If you are considering loaning your car to someone, you might want to think twice. If that person gets into or causes an accident, the fact that you loaned them your car can turn even an annoying little accident into a big hassle.
If a friend borrows your car
In most cases, if you have loaned your car to someone, your car insurance should cover an accident. If they have their own insurance, there may be some question as to which policy will apply. If it is a family member who often drives your car but is not specifically a named driver on your insurance policy, your insurance company might try to fight it if you make a claim.
If your kid borrows your car
You are most likely liable for any damages your child causes while driving. There may be different situations, but they all mean the same thing: if you loan your child your car when you know they shouldn’t be driving you are liable; if you own a “family car” that everyone uses you are responsible for negligent driving by anyone who uses it; and, if you have signed a minor’s driver’s license application, you are legally responsible for their negligent driving.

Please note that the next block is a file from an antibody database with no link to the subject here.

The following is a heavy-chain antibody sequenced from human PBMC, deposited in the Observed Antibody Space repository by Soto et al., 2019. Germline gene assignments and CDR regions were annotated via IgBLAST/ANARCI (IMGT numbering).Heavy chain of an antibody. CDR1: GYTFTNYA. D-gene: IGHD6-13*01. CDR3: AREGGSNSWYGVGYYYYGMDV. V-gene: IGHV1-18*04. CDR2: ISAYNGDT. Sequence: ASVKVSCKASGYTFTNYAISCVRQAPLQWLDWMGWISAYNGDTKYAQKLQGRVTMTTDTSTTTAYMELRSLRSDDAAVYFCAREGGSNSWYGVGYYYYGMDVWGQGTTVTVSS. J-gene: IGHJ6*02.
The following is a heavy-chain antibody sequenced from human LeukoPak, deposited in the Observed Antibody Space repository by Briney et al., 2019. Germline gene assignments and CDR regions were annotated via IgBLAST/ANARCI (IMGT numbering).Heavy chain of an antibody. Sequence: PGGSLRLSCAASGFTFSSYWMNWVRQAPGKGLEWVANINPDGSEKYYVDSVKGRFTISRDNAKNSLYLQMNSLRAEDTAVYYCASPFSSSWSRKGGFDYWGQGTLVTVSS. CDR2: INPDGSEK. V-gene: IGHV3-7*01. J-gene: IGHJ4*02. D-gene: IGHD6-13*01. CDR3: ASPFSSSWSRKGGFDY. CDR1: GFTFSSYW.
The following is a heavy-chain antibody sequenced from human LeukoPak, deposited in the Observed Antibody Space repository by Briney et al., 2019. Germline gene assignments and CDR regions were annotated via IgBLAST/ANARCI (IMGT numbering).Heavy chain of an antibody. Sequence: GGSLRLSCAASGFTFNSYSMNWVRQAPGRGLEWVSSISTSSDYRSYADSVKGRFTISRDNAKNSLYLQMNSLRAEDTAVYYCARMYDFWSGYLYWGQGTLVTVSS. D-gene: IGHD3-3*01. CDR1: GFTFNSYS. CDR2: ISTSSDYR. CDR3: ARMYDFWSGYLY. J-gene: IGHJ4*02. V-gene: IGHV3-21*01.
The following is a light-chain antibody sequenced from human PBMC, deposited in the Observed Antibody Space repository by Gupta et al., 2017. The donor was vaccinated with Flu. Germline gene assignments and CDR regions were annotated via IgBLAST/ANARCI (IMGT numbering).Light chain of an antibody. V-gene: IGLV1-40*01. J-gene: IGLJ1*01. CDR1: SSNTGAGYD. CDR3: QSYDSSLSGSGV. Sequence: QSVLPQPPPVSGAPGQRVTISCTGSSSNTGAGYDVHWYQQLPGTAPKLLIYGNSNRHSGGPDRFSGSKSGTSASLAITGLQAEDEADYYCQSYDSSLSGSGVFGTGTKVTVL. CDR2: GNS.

If an unfit driver borrows your car
In this type of case, it has to be proven that you knew the person you loaned your car to was not fit to drive. An “unfit” driver may be someone who is drunk, too young to drive, too old to drive, or who has a history of unsafe driving. “Unfit” can also mean someone who you know has an illness that could affect how they drive.
There are times when a good friend or family member just has to borrow your car – it happens. However, if they are in an accident, things can get messy as far as whose insurance will cover what. If you need help navigating the waters after a car accident, call Laurie Robbins, an experienced attorney who knows how to advocate for her clients. Call for a consultation in the Atlanta office today, at 404-252-8117.